Dakota Farmer

Precision ag farmer Gary Wagner checks and rechecks his sensors to ensure accuracy.

Lon Tonneson, Editor, Dakota Farmer

June 20, 2019

2 Min Read
Gary Wagner studies a yield map
GOOD MAPS: Gary Wagner studies a yield map of one of his fieldsLon Tonneson

Gary Wagner is keenly aware of the computer age axiom “garbage in equals garbage out,” especially when it comes to yield maps. The Crookston, Minn., farmer has been using precision farming technology for 29 years and has even taught a college class on the topic at the University of Minnesota Crookston.

Wagner takes extra time at the start of harvest to calibrate his family’s AgLeader combine yield monitors.

“If you want to have yield maps that you can actually use to make decisions, the data needs to be accurate,” he says.

Wagner and his brothers, Wayne and Daryl, and his son-in-law, Jason Bailey, operate Wagner Acres, of Crookston, Minn., together. They grow sugarbeets, wheat, soybeans, sunflowers and corn.

On the first day of harvesting any of their grain or oilseed crops, they fill the hopper three to six times with at least 3,000 to 6000 pounds of grain weigh the grain each time with a grain cart scale. They operate the combines at different speeds each time, usually between 2 and 6 mph, to calibrate the yield monitors across the full grain of grain flow they expect to see. At the same time, they calibrate the combines’ grain moisture and temperature sensors. They also calibrate for zero-flow combine vibration.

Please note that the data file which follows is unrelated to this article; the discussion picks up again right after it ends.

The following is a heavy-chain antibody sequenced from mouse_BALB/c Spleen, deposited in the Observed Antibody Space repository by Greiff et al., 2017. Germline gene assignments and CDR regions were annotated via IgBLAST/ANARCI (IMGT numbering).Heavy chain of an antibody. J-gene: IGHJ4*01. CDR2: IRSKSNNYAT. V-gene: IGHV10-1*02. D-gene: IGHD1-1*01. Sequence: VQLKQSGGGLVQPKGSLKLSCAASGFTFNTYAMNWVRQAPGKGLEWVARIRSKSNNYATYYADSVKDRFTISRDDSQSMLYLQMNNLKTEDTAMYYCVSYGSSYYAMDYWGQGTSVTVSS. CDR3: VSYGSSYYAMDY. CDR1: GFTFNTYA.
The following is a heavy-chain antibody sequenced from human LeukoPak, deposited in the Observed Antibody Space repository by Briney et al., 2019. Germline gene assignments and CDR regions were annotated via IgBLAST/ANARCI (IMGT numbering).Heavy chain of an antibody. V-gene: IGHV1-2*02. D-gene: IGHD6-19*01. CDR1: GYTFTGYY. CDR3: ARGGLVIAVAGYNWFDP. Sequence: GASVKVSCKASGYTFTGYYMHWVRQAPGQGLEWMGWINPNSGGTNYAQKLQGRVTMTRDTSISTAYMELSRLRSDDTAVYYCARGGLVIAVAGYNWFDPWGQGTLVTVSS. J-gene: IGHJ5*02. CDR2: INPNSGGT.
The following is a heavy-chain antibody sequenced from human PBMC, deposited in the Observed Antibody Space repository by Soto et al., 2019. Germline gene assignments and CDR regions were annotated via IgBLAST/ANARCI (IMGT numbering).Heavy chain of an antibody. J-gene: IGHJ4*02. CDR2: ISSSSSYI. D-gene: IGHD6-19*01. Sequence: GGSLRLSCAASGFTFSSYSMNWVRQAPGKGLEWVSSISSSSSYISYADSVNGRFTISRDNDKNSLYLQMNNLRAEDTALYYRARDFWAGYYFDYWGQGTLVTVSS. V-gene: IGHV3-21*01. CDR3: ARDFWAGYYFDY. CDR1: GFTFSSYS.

During harvest, if weather or crop conditions change significantly, Wagner rechecks the sensors.

“Normally if we do a good job calibrating the first day the need for additional calibration loads is not necessary,” he says. “We can get our yield monitors to within plus or minus 3% of the scale.”

Why calibration is so important

It’s important to the Wagners to have accurate estimates of the yield across a range of combining speeds because Wagner uses yield maps to help create variable rate fertilizer and seeding prescriptions. He also frequently compares variety and hybrid and crop input performance across management zones.

If you don’t calibrate the monitors for the full range of operating speeds, you’ll see false differences between the yields, he says.

For example, if a farmer only calibrates his or her monitor at one speed, and if he or she speeds up to finish a field before nightfall, a rain shower or at the end of the season, then the yield values will be overestimated compared to the single calibrated values.

The same thing happens at night or in dusty conditions. Normally in these conditions the combine will travel slower, and if the yield sensor is only calibrated at one speed (for accuracy) a 10% yield reduction can be noticed. Then the next day, when traveling at the single calibrated speed the yield values will return to normal.

If you run two combines and they weren’t calibrated properly or are being operated at different speeds, they may show yield differences where none really existed.

“There is no easy button for calibration,” Wagner says, “but it is worth doing it right. I have to be able to believe my yield maps.”

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